Over at What is Literature? Chris Schaberg blogs his account of two recent conferences. In explaining his lack of exotic photos as illustrations, he writes that the images are on his iPhone and have mostly been tweeted already. This leads to an observation that hits home:
Anyway, most of the good ones are already on twitter—it's so much easier, and I love to see the nearly immediate feedback from other people, often surprising. I am relatively disinterested in online education, and yet in a weird way I've also been embracing it on twitter, it occurs to me now. I feel obligated to keep this blog somewhat fresh, but increasingly it seems like a burden and a hassle. Yet it's still an archive of projects, connections, ideas, and other things. So I'll continue to ambivalently update this blog from time to time, even as it seems to creak sort of like the century-old wood beneath my feet.I've been thinking something similar over the past few months. On the one hand, I have a queue six or seven deep of posts I've been meaning to place here at ITM. On the other, I haven't done so, and some have been waiting for a very long time. My Twitter stream has been active. My Facebook account sees a post or two daily (yes, you may friend me there). The immediacy of these two modes makes them seem easy: it isn't really work to place something into circulation in the Twitterverse or FB-Land. The instant commentary is also gratifying. Blogs on the other hand have become a forum more often read than interacted with, as well as great magnets for trolls and spam. It also takes more labor to place a post on a blog. That's not a bad thing -- slower writing is typically better writing, and not everything should be an off the cuff observation. But it is sometimes difficult to tell the difference between a blog and (on the one hand) a journal and (on the other) an announcements board.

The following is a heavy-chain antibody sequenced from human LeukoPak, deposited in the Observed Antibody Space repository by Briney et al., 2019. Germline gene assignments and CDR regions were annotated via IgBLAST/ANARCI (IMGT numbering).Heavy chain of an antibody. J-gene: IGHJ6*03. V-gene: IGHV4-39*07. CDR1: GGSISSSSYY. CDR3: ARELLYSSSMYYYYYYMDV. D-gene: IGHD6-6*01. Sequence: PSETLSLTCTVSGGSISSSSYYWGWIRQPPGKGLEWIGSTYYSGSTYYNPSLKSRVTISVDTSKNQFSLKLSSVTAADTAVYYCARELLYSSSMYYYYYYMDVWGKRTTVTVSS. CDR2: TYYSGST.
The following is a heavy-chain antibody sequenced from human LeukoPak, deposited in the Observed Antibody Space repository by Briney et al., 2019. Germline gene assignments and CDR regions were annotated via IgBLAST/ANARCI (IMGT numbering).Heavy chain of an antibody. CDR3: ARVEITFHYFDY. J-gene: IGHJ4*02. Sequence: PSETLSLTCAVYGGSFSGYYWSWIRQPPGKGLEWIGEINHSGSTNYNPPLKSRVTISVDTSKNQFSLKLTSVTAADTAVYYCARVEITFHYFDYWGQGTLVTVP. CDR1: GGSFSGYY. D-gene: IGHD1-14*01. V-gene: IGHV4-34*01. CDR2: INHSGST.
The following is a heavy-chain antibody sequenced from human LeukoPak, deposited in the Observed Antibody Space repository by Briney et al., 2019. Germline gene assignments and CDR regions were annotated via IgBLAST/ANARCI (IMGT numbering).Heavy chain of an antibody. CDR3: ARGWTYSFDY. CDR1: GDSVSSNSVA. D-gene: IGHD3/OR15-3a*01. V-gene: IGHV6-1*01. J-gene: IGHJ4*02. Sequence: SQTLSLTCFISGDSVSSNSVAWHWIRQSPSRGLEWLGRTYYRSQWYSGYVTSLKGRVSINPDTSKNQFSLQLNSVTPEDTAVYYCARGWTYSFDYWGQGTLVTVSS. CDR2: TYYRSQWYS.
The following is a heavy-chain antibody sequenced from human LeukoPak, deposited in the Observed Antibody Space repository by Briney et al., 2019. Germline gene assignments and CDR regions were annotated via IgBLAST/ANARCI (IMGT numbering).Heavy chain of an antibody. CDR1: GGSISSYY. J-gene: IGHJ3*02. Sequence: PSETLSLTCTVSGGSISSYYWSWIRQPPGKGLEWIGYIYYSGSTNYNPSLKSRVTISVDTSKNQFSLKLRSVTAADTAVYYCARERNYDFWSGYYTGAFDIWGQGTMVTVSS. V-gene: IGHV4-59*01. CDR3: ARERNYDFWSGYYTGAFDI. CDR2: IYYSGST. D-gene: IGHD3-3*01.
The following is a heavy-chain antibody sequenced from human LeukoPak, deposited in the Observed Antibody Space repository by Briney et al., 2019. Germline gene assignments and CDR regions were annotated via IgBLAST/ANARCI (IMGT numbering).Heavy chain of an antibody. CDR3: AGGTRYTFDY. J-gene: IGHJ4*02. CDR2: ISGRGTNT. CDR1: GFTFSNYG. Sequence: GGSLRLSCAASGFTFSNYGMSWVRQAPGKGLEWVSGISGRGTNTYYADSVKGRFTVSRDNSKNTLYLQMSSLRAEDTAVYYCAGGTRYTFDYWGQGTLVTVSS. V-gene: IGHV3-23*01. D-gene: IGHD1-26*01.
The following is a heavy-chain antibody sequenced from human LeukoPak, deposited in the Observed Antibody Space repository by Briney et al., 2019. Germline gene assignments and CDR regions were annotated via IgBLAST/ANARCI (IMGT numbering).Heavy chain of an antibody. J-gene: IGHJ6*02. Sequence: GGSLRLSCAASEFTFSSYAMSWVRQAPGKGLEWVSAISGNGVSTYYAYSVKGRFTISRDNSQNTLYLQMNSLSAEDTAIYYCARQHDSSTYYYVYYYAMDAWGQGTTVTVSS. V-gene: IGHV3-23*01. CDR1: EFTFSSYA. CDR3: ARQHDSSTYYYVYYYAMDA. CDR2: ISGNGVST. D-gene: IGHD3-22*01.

Here's my recent interaction with Chris and Brian Thill (on Twitter, so read up from the bottom):
So, yes, a blog seems like academic labor and Twitter and FB are more freeform, random, and, well, fun. That's a mode of thinking I want to break out of, though: a blog holds an accessibility and archivability that these other forms do not. A blog is also more public and more generous.
I will try harder.
Question to other bloggers: have you felt the same way or is it just me?